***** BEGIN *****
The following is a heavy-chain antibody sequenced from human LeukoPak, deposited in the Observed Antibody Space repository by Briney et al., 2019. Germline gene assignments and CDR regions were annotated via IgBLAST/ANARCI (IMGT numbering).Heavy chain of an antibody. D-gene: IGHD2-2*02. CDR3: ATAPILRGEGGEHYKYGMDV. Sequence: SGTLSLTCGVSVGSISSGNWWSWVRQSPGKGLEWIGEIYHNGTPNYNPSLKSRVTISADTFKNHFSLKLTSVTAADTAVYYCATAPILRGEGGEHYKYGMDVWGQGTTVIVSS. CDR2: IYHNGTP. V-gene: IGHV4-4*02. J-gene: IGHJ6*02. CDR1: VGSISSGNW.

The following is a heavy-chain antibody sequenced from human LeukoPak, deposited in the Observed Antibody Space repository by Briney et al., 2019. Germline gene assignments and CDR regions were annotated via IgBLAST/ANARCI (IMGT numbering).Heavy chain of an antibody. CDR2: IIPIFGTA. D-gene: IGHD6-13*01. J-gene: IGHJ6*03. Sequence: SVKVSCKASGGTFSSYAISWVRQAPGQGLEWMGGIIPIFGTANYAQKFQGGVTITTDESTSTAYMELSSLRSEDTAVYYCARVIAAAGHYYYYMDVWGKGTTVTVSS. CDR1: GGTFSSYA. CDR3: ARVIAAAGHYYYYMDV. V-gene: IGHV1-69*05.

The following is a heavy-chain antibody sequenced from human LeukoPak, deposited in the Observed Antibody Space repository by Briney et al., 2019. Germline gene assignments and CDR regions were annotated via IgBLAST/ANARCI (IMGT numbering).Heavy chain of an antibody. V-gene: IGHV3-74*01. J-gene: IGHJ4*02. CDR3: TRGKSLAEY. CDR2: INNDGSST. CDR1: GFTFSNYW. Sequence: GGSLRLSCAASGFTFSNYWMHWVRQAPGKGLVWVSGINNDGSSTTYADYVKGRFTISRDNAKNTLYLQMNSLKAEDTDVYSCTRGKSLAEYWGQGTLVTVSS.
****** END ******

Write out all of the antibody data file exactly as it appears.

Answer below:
The following is a heavy-chain antibody sequenced from human LeukoPak, deposited in the Observed Antibody Space repository by Briney et al., 2019. Germline gene assignments and CDR regions were annotated via IgBLAST/ANARCI (IMGT numbering).Heavy chain of an antibody. D-gene: IGHD2-2*02. CDR3: ATAPILRGEGGEHYKYGMDV. Sequence: SGTLSLTCGVSVGSISSGNWWSWVRQSPGKGLEWIGEIYHNGTPNYNPSLKSRVTISADTFKNHFSLKLTSVTAADTAVYYCATAPILRGEGGEHYKYGMDVWGQGTTVIVSS. CDR2: IYHNGTP. V-gene: IGHV4-4*02. J-gene: IGHJ6*02. CDR1: VGSISSGNW.

The following is a heavy-chain antibody sequenced from human LeukoPak, deposited in the Observed Antibody Space repository by Briney et al., 2019. Germline gene assignments and CDR regions were annotated via IgBLAST/ANARCI (IMGT numbering).Heavy chain of an antibody. CDR2: IIPIFGTA. D-gene: IGHD6-13*01. J-gene: IGHJ6*03. Sequence: SVKVSCKASGGTFSSYAISWVRQAPGQGLEWMGGIIPIFGTANYAQKFQGGVTITTDESTSTAYMELSSLRSEDTAVYYCARVIAAAGHYYYYMDVWGKGTTVTVSS. CDR1: GGTFSSYA. CDR3: ARVIAAAGHYYYYMDV. V-gene: IGHV1-69*05.

The following is a heavy-chain antibody sequenced from human LeukoPak, deposited in the Observed Antibody Space repository by Briney et al., 2019. Germline gene assignments and CDR regions were annotated via IgBLAST/ANARCI (IMGT numbering).Heavy chain of an antibody. V-gene: IGHV3-74*01. J-gene: IGHJ4*02. CDR3: TRGKSLAEY. CDR2: INNDGSST. CDR1: GFTFSNYW. Sequence: GGSLRLSCAASGFTFSNYWMHWVRQAPGKGLVWVSGINNDGSSTTYADYVKGRFTISRDNAKNTLYLQMNSLKAEDTDVYSCTRGKSLAEYWGQGTLVTVSS.